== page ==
I’ve thought hard about the songs that move me. The music is layered, tuneful and appealing. And when I read the lyrics they’re usually relatable, they mean something to me. Each element on its own is still creatively interesting, but it’s the combination that makes the magic. I still don’t fully understand how I can see a painting or hear a piece of music and think it’s so beautiful that there’s an emotional shifting of gears, I just don’t. But I’m extremely grateful that it can.
IMG_3677 Martin Place1
Despite all these thoughts, I’m still wondering why (as was said to me) “this is what happens”. In the absence of a solid explanation, I’m going to go with a quote by the famous American acting teacher Stella Adler: “life beats down and crushes the soul, and art reminds you that you have one”.

And so – I’ll end with this. Something I created myself, for me. I’m not sure where some of it came from – it just did. I’m not saying it’s well written or even special, but its something I felt compelled to write. I wonder if it will move anyone else?

Thing of Beauty

Those eyes that pierce and glitter,
The see and see and see
My thoughts. The pitch and plough of life.
I keenly feel you leave.

When up is down, joy means loss;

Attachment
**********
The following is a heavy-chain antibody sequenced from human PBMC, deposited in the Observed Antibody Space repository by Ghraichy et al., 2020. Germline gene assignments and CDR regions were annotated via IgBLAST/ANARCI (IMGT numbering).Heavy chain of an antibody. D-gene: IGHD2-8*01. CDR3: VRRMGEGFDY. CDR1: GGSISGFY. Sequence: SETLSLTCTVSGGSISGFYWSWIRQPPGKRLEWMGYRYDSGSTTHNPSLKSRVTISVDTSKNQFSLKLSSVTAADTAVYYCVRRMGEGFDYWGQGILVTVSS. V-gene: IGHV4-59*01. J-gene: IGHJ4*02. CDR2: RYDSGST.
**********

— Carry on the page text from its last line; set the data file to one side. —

The irony is death.
To win the war and have the love
means nothing will be left, yet

I cannot stop, I cannot stop, I cannot stop.
The waking hours tease.
The night is full of soft reprieve,
And words are not enough.

Little ditty.

Last weekend was Easter. We had a couple of days where we bounced from one event to another. A busy, full and generally happy weekend – but I didn’t make my Sunday blog deadline.

However I did spend some time thinking about what I might write. I realised that lately I’ve been surrounded by ditties: short, simple, catchy, tuneful. The sort that persist in your head. My daughter Belle’s favourite books, all cadence and rhythm, suited to a three year-old’s sensibilities – we read them over and over. Belle’s teenage cousin’s facebook post, a youtube video with a boppy song about keeping all your fingers whilst you knock out the beat with a knife (don’t ask!). The Easter Bunny’s gift to Belle in exchange for her baby-dummys: a toy pony that walks, talks and repeatedly sings ‘Are you excited, are you, are you? Are you excited, are you, are you?’.

I thought about something I once wrote, my own little ditty for Belle. I came up with a four beat rhyming verse (tetrameter?) to accompany a photo of my daughter’s shampooed hair. It was short and punchy – a good companion for the photo – and she loved it. I decided to complete it for this week’s post, so here ’tis. Inspired by, and with thanks to the works of Dr. Seuss.

Belle’s hair.
A ditty for my daughter.

Belle likes her hair,
She likes it lots.
She likes it straight,
Not tied in knots.

She likes it clean,
She likes it shiny.
She keeps it well,
For one so tiny.
Belle's hair
She wears it high,
She wears it low.
She’ll change it twice
Before she goes.

And when she runs,
Her hair does bounce
From left to right,
Like frill or flounce.
Belle running 1